Dramacon was one of those foundational comics for me and it’s been years since I read it, so I decided to get the 15th anniversary collector’s edition, as my original copies have long since vanished. Then I decided to get the two Nightschool collector’s editions since I’d never read them. Dramacon held up and I’ll be keeping it, but Nightschool didn’t connect with me and I found it to be the weaker of the works. I know this is in large part because Dramacon so perfectly captures the mid-2000s experience of being at an anime convention and all the feelings that went with it (although I always went with my mom and never had the level of dramatic events the comic does!), and re-reading it immediately transports me back to being 15 and cosplaying at Otakon. Whereas I never read Nightschool during that period so it doesn’t have a personal connection for me. I honestly think that since Dramacon is clearly a very personal and semi-autobiographical work, it has more authenticity and depth than Nightschool, which feels more like a beginning webcomic in that it is overly complicated and ambitious while not having a lot of depth. Also, the art is weirdly worse even though she wrote it after? But maybe she was being forced to work faster or something.
Dramacon follows Christie, who we meet at her first anime convention with her terrible boyfriend Derek. They self-publish a manga together, with Christie writing and Derek illustrating. When he starts flirting with everyone in front of her, she storms off and meets Matt, a mysterious handsome man who comforts her and who she finds immediately attractive. The rest of the series follows Christie and Matt’s relationship and all the drama that ensues as a result. The only issues I have with this series is that the trope of a bad/jerk-y boy who is reformed by a sweet girl is in full effect here, as Matt also has a lot of personal issues and a prickly persona that only Christie can get through, and I often found their arguing to be just as toxic as her relationship with Derek had been. My other main issue is that Derek gets this weird redemption scene after he had tried to sexually assault her in the past, which comes of out of nowhere. But besides those two points, I find this to be such a pitch-perfect cultural artifact that it’s a keeper for me, and the angst will keep me re-reading it well into the future.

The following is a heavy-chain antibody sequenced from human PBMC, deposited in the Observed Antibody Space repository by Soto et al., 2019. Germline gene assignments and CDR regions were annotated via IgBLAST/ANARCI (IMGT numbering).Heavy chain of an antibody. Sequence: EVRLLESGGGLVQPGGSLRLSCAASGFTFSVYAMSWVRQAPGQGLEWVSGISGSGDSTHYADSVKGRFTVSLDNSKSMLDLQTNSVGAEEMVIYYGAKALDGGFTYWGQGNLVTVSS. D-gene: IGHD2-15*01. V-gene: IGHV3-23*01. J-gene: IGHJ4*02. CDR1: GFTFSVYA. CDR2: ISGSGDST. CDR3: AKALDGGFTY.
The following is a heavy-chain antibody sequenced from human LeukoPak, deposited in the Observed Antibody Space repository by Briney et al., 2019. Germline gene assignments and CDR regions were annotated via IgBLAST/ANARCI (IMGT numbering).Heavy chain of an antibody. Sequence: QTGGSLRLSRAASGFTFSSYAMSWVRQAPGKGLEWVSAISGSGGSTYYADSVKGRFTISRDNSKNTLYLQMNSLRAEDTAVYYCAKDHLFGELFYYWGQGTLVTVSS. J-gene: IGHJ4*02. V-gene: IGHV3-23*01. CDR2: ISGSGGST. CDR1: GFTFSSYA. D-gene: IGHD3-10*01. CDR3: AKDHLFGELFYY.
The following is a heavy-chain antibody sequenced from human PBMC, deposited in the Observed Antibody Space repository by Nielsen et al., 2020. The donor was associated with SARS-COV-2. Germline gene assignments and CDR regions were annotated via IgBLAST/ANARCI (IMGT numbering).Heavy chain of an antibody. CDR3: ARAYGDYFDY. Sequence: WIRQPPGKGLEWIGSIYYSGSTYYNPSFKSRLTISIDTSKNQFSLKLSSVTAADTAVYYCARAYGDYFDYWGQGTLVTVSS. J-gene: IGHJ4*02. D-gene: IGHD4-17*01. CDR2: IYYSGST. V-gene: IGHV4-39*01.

Nightschool is ok, but the plot is all over the place — I think Chmakova had an interesting world in her mind but had trouble getting the complexity onto the page. The author’s note at the end of the second volume says that she was planning to do more books, so the whole thing also feels kind of unfinished. I think this was a classic case of second book syndrome, where the author throws everything into it whole not being as strictly edited as the first book, which results in just too much going on due to over-excitement. I didn’t hate it but I did kind of regret buying them at full price. And the art felt rushed as well. Overall just not her best work.
Chmakova followed these with her middle-grade series (Awkward, Brave, and Crush), which I absolutely love. I enjoyed reading the above books to get a sense of her career arc and her work as a whole, and I recommend Dramacon to anyone who’s been involved in con culture or is interested in what it was like to be at a con in the early 2000s. What a time!
(4 stars for Dramacon, 2 stars for Nightschool — average feeling of 3 stars)